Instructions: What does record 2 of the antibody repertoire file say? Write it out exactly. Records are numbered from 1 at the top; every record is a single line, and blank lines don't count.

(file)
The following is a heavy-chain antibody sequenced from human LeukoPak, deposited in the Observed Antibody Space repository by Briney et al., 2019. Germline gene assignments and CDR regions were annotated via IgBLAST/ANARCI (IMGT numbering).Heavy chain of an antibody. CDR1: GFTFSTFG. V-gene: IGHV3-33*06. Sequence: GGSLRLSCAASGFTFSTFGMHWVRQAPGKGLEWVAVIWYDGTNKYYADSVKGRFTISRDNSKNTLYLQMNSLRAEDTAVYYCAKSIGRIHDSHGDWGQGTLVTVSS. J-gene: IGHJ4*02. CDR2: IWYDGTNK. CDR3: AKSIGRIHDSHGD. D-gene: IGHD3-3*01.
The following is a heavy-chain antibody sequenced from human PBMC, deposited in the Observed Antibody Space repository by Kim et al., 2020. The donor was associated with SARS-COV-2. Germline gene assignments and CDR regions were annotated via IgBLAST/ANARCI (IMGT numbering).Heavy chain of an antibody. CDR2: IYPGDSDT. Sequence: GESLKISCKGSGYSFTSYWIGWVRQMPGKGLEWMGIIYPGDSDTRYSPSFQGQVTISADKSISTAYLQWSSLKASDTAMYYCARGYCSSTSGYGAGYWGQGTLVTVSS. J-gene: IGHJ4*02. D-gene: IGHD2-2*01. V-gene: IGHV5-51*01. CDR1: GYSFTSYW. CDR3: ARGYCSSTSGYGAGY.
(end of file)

The following is a heavy-chain antibody sequenced from human PBMC, deposited in the Observed Antibody Space repository by Kim et al., 2020. The donor was associated with SARS-COV-2. Germline gene assignments and CDR regions were annotated via IgBLAST/ANARCI (IMGT numbering).Heavy chain of an antibody. CDR2: IYPGDSDT. Sequence: GESLKISCKGSGYSFTSYWIGWVRQMPGKGLEWMGIIYPGDSDTRYSPSFQGQVTISADKSISTAYLQWSSLKASDTAMYYCARGYCSSTSGYGAGYWGQGTLVTVSS. J-gene: IGHJ4*02. D-gene: IGHD2-2*01. V-gene: IGHV5-51*01. CDR1: GYSFTSYW. CDR3: ARGYCSSTSGYGAGY.